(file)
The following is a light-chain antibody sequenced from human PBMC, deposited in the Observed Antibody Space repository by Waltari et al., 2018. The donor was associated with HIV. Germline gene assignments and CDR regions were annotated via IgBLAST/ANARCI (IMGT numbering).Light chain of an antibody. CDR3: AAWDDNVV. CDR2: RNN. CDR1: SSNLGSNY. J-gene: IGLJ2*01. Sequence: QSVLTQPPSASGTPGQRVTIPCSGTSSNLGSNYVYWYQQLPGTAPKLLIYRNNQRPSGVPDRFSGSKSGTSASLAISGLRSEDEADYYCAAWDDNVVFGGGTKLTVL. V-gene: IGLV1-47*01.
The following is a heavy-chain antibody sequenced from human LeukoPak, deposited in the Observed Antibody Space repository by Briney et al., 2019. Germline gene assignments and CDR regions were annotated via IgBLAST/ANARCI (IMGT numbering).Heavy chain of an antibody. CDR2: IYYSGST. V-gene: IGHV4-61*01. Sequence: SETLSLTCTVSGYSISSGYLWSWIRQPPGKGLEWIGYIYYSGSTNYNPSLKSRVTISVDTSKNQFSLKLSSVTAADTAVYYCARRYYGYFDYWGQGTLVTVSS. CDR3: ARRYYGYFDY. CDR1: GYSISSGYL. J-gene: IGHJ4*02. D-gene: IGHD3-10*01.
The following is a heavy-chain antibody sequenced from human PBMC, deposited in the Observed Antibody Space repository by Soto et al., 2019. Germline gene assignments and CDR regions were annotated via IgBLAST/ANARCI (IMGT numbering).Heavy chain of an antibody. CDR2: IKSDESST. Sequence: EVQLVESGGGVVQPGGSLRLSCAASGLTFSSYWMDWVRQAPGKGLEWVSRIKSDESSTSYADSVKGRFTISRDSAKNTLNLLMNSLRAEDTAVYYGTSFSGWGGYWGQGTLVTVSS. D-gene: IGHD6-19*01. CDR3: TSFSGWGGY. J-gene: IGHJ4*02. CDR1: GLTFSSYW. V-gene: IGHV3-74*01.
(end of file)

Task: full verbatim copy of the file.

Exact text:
The following is a light-chain antibody sequenced from human PBMC, deposited in the Observed Antibody Space repository by Waltari et al., 2018. The donor was associated with HIV. Germline gene assignments and CDR regions were annotated via IgBLAST/ANARCI (IMGT numbering).Light chain of an antibody. CDR3: AAWDDNVV. CDR2: RNN. CDR1: SSNLGSNY. J-gene: IGLJ2*01. Sequence: QSVLTQPPSASGTPGQRVTIPCSGTSSNLGSNYVYWYQQLPGTAPKLLIYRNNQRPSGVPDRFSGSKSGTSASLAISGLRSEDEADYYCAAWDDNVVFGGGTKLTVL. V-gene: IGLV1-47*01.
The following is a heavy-chain antibody sequenced from human LeukoPak, deposited in the Observed Antibody Space repository by Briney et al., 2019. Germline gene assignments and CDR regions were annotated via IgBLAST/ANARCI (IMGT numbering).Heavy chain of an antibody. CDR2: IYYSGST. V-gene: IGHV4-61*01. Sequence: SETLSLTCTVSGYSISSGYLWSWIRQPPGKGLEWIGYIYYSGSTNYNPSLKSRVTISVDTSKNQFSLKLSSVTAADTAVYYCARRYYGYFDYWGQGTLVTVSS. CDR3: ARRYYGYFDY. CDR1: GYSISSGYL. J-gene: IGHJ4*02. D-gene: IGHD3-10*01.
The following is a heavy-chain antibody sequenced from human PBMC, deposited in the Observed Antibody Space repository by Soto et al., 2019. Germline gene assignments and CDR regions were annotated via IgBLAST/ANARCI (IMGT numbering).Heavy chain of an antibody. CDR2: IKSDESST. Sequence: EVQLVESGGGVVQPGGSLRLSCAASGLTFSSYWMDWVRQAPGKGLEWVSRIKSDESSTSYADSVKGRFTISRDSAKNTLNLLMNSLRAEDTAVYYGTSFSGWGGYWGQGTLVTVSS. D-gene: IGHD6-19*01. CDR3: TSFSGWGGY. J-gene: IGHJ4*02. CDR1: GLTFSSYW. V-gene: IGHV3-74*01.